In the early 2000s, it was clear that too many people were causing mayhem at lower level clubs, getting them into all sorts of debts, ruining the club and being very nasty pieces of work with it. I was in a meeting with the then Chief Executive of the Football League, who said that the problem with having a Fit and Proper Person Test (as recommended 5 years earlier in 1997 by Sir John Smith’s report into the bungs scandal) was that characters like George would be driven from the game, because of his previous convictions, and if George wasn’t around, he wouldn’t be able to spend all this money, and build this wonderful new stadium.
It was somewhat surreal to hear someone accept every premise of your argument, but interpret it completely the opposite way. The difference that where I thought George was a menace who should be kicked out, he was one of the Chief Executive’s 72 bosses. Reynolds was in the box seat (though despite this, he started to get annoyed with these fans and their supporters groups, and canvassed support for setting up a group to defend the interests of league club Chairmen; he got nowhere with this, not realising that such a body existed already, called ‘The Football League’).
Reynolds embodied two virtues which underpinned football’s regulatory approach at the time, and still fundamentally continue to do so. The first is that the owners of clubs are the best able to make decisions about them. Darlington fans were aware of a flaw in capitalism in which the owners of equity could make insanely stupid decisions that torpedoed their assets much earlier than Alan Greenspan came to understand it. Regulators in football took the Greenspan view, which is to say the view JK Galbraith excoriated in The Great Crash 1929 that ‘become obligatory for the regulators at every opportunity to confess their inadequacy, which in any case is all too evident’. Someone with money is a sharp guy, and who are we to second-guess his wisdom?
The League’s CEO could have been watching his words because he didn’t want Reynolds on his back. But more importantly, he – and many people who said the same and are in positions of influence still – actually believed what he was saying. George was great for the club, and was great for the game. He was the pin-up boy of why the governing bodies couldn’t and shouldn’t try to regulate who should own clubs.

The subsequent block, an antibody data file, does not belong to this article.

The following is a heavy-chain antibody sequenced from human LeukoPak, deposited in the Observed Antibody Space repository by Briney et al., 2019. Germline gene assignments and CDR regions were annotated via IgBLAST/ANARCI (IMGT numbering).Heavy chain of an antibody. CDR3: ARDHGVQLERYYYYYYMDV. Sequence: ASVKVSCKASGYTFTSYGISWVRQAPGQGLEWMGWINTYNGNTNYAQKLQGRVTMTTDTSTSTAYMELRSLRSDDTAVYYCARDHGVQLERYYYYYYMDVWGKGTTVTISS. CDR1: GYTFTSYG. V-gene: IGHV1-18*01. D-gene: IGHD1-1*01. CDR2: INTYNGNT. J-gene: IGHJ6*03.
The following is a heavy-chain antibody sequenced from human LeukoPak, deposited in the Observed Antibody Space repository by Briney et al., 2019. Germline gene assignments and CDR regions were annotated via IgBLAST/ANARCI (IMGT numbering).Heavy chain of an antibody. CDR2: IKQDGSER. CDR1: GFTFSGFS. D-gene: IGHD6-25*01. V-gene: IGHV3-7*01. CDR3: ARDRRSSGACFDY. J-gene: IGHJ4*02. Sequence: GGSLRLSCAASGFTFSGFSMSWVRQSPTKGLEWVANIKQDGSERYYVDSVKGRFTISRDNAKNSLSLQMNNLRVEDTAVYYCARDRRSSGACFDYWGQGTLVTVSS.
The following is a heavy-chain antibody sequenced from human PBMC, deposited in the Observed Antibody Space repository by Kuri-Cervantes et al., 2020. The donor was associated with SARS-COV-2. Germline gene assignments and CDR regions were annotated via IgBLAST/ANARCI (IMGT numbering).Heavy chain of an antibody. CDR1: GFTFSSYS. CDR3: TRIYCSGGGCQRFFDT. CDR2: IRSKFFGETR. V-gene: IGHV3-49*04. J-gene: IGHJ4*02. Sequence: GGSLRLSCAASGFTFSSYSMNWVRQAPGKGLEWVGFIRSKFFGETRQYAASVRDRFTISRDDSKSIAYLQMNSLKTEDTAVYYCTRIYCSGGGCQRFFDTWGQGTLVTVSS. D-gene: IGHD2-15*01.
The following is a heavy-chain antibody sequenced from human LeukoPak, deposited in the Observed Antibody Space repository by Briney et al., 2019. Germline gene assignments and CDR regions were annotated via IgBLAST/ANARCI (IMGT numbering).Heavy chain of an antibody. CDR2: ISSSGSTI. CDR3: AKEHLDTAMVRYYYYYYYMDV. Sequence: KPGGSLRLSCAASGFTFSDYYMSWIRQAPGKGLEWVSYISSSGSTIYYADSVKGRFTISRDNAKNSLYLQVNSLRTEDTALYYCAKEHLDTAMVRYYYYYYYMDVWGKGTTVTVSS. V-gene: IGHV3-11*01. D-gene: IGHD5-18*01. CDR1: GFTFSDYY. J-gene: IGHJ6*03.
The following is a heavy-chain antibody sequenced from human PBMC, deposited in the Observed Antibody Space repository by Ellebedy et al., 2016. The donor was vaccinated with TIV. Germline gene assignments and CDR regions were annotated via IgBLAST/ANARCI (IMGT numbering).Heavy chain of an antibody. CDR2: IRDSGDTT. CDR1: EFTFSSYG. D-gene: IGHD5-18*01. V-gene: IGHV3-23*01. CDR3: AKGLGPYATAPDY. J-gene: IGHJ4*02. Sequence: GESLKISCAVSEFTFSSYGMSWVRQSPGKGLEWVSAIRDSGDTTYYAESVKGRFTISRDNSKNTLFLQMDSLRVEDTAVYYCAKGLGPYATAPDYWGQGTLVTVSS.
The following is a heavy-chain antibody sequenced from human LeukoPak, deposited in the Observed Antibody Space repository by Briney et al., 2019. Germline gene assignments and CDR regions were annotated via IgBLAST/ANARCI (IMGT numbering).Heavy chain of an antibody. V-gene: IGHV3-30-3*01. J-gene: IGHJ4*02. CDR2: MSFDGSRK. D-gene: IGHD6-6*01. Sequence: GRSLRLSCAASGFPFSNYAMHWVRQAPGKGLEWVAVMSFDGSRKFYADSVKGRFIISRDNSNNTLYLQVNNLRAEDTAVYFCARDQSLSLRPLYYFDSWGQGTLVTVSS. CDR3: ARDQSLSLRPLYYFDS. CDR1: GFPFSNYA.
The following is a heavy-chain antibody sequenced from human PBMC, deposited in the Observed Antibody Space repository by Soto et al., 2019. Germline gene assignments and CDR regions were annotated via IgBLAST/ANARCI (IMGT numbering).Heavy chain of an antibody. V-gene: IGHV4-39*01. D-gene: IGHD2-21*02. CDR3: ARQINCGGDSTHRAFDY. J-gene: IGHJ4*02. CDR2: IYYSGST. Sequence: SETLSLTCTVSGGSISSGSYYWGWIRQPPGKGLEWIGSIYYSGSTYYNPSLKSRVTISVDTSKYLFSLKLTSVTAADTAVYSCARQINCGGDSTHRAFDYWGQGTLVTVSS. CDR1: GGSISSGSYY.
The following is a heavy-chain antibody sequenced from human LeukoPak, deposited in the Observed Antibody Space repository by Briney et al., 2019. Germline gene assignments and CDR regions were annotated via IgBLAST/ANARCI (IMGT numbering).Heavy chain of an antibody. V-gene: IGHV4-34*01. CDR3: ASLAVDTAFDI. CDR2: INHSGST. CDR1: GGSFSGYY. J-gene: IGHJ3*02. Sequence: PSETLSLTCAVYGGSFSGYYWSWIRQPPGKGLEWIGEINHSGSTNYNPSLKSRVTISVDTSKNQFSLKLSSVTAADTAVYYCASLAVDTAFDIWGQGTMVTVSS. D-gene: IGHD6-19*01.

It wasn’t just English football’s governing bodies. Darlington Council should have had no business giving them planning permission, but they too had their own version of the growth fetish, in which any economic activity in a community is always a good thing, regardless of how ludicrous or unsustainable that is. When football cedes all owed to the owner of the shares in the club, only local authorities can bring to bear on the club a longer view, but in this instance, they failed completely.
Maybe Darlington will survive; maybe they’ll be reformed playing in the lower leagues like not too distant Scarborough Athletic, hopefully owned by their fans, because that’s the only antidote to the ego power problem. The only time you can say that the interests of the club and the interests of the owners are aligned is when those owners are the club – its supporters. The increasing spread of financial fair play underscores the growing change to the notion that owners can be left to achieve optimal collective outputs through pursuing individual self-interest.
But what can’t and shouldn’t survive is the stadium as a sports ground. It will probably eventually be knocked down and something new built over it and of the Reynolds folly, there won’t be a trace. More fitting (albeit more embarrassing to the Council) would that it be left to become a ruin. A monument to a (hopefully) bygone time when the game clung to a bigger folly, the notion that rich men know what’s best, that money is always a good thing, and that fans of today and tomorrow can be sidelined, bullied and treated with contempt.